Nearly half of workers now borrow money to pay bills, reports show

More than 2,300 workers took part in a study which found nearly half had to borrow money to make ends meet in the past six months and many are reducing their needs.

Many workers have to borrow money to get by, new report says

Almost half of workers have had to borrow money from banks, payday lenders or family and friends to make ends meet in the past six months, according to a new study.

A survey of more than 2,300 workers also showed that only one in three said they could afford basic necessities, while nearly two-thirds said rising energy costs forced them to spend less for basic foodstuffs or other essentials.

GMB union members who took part in the survey said they could not afford to turn on the heating and feed their families, and some said they only ate every other day.

GMB general secretary Gary Smith, speaking at the union’s annual conference in Harrogate, said: ‘We are facing the perfect storm of falling wages as prices soar. It is a disaster for the workers.

“People are suffering and this government is doing nothing.







Many workers must also lack basic necessities
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Image:

Getty Images/Maskot)


“The spike in energy prices was terribly predictable. Instead of blaming low-paid workers for demanding a pay rise, ministers need to pull themselves together and make the important decisions that can help stabilize prices in the future, such as on new nuclear generation and gas storage.

“In the meantime, there is a strong case for wage support for some of the lowest paid workers.”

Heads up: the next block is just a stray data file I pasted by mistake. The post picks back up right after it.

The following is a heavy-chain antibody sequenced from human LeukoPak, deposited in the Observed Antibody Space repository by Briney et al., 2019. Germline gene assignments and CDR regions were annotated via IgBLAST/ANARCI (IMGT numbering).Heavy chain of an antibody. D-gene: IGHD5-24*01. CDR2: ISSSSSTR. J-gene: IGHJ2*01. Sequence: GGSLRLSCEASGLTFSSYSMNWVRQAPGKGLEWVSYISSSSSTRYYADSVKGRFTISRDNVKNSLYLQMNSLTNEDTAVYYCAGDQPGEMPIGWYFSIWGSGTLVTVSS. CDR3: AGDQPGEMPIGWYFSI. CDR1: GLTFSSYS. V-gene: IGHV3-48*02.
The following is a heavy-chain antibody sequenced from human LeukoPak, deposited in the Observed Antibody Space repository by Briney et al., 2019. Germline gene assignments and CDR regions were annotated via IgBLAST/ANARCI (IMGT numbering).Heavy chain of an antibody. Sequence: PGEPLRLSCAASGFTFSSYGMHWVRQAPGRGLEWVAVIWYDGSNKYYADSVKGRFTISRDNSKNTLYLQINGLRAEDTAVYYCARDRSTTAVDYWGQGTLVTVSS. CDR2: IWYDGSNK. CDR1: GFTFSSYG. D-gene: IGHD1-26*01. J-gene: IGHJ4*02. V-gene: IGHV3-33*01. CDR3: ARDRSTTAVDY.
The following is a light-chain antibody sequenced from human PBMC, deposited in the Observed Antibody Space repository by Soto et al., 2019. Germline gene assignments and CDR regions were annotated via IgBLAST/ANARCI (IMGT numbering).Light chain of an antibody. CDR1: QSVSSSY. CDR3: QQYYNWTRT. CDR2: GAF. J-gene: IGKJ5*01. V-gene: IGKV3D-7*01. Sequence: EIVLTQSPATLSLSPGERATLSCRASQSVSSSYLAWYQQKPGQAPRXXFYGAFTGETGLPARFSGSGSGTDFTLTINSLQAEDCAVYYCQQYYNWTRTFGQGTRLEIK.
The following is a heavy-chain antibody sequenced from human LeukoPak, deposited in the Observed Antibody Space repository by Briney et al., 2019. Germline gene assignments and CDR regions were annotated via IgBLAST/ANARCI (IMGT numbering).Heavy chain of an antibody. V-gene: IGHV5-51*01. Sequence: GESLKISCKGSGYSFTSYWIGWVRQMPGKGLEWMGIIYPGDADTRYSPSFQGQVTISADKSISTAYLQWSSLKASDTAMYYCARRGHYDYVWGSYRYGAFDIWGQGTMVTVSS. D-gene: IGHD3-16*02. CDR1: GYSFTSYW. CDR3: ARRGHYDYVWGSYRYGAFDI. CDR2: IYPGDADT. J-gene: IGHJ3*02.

One person, a paramedic, who took part in the investigation said: “I can’t afford to turn on the heating and feed a family of six. It has to be one or the other. Years without a pay rise are starting to bite.”

And there were many other similar comments.







Some workers also spoke about how the pressure is on their mental health
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Image:

Getty Images)


A school support worker said: “We are not living, we are treading water. This government needs to give me a break,” while an airport firefighter replied, “I have two jobs, my partner has two jobs and we are still struggling to afford basic necessities like food, gas and electricity.”

While one NHS worker simply said, “I can’t afford to live, I feel depressed.”

A lorry driver also said it affected his mental health.

“As a 43-year-old married man and father of three young children, I feel really depressed as we grapple with rising food and energy bills. I am extremely worried for the months ahead as our wages are at breaking point,” he said.

And one person, who works as an administrator, said: “It’s so hard to save money for our wedding. I actually told my partner that I wish we hadn’t fixed the date and paid the deposit at our venue. I wouldn’t have booked my wedding if I had known our bills were going to go up.”

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